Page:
Those of us who occasionally toil on the “with-pictures” side of the broadcasting divide have been spending months, if not years, beating the “February 17, 2009” date into the collective heads of anyone who’s turned on a TV set in the last few decades.
So we’re ever so grateful to our representatives in Congress for, er, “helping” that along with their conscientious and not even slightly politically-motivated vote today to undo all that hard work and careful planning by providing a meaningless “extension” of the deadline to June 12?
Meaningless? Well, yeah – because depending on where you live, the odds are excellent that you’ll still lose some, if not all, of your analog broadcast service on the original Feb. 17 date. Entire markets, (including, just to pick a few totally at random, Nashville and Fort Wayne), will still see most or all of their stations take advantage of the option to shut off on the original deadline. In most other markets, at least one station will be gone from analog come 2/17.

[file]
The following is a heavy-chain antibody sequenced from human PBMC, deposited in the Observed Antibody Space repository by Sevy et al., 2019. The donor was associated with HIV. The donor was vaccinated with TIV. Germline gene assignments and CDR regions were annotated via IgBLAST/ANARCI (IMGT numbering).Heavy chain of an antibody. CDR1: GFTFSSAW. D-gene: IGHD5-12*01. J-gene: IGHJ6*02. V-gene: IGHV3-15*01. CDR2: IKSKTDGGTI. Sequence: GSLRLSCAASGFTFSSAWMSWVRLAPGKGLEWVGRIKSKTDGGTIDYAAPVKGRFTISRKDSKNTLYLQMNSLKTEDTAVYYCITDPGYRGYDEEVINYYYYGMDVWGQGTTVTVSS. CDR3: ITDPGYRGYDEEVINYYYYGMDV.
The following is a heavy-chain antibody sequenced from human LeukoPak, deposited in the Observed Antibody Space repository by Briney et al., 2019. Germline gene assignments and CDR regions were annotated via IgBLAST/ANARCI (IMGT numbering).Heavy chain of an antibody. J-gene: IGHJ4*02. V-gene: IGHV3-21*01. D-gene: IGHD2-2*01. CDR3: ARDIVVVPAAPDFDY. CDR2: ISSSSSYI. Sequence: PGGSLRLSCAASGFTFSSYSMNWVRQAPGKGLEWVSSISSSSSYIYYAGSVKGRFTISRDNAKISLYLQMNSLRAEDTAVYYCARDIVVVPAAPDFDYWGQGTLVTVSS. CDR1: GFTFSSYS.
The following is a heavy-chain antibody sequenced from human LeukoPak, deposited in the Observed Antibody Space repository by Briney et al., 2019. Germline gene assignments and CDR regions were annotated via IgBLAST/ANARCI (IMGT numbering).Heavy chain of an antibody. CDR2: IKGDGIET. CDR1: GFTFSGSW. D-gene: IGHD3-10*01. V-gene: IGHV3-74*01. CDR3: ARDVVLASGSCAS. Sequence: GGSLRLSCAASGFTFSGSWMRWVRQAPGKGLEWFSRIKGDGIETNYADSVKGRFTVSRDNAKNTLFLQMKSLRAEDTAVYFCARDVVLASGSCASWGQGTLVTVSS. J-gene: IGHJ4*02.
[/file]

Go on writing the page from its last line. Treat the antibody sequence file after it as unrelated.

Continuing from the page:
In other words…you’re still going to want to be ready for the switch by the original deadline.
Unless you happen to live in New York City, where (a) none of the major stations has filed – yet – for an early analog shutdown…and where (b) this week’s IDs come from.
Because, you know, it’s a relief to step away from TV and get back to good old-fashioned radio, where the conversion to digital is being accomplished swiftly and smoothly, with nary a sign of political intrigue, engineering difficulties, public backlash or unexpected delays.